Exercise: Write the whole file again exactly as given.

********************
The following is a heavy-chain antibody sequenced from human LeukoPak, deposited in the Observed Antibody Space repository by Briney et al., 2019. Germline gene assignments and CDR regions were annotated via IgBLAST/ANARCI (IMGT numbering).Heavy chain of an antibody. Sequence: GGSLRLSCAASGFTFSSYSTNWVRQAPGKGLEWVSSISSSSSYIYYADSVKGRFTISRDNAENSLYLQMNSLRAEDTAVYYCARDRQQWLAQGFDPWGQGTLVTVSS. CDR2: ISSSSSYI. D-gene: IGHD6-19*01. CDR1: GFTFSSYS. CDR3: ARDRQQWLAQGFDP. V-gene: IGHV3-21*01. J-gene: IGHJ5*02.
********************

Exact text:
The following is a heavy-chain antibody sequenced from human LeukoPak, deposited in the Observed Antibody Space repository by Briney et al., 2019. Germline gene assignments and CDR regions were annotated via IgBLAST/ANARCI (IMGT numbering).Heavy chain of an antibody. Sequence: GGSLRLSCAASGFTFSSYSTNWVRQAPGKGLEWVSSISSSSSYIYYADSVKGRFTISRDNAENSLYLQMNSLRAEDTAVYYCARDRQQWLAQGFDPWGQGTLVTVSS. CDR2: ISSSSSYI. D-gene: IGHD6-19*01. CDR1: GFTFSSYS. CDR3: ARDRQQWLAQGFDP. V-gene: IGHV3-21*01. J-gene: IGHJ5*02.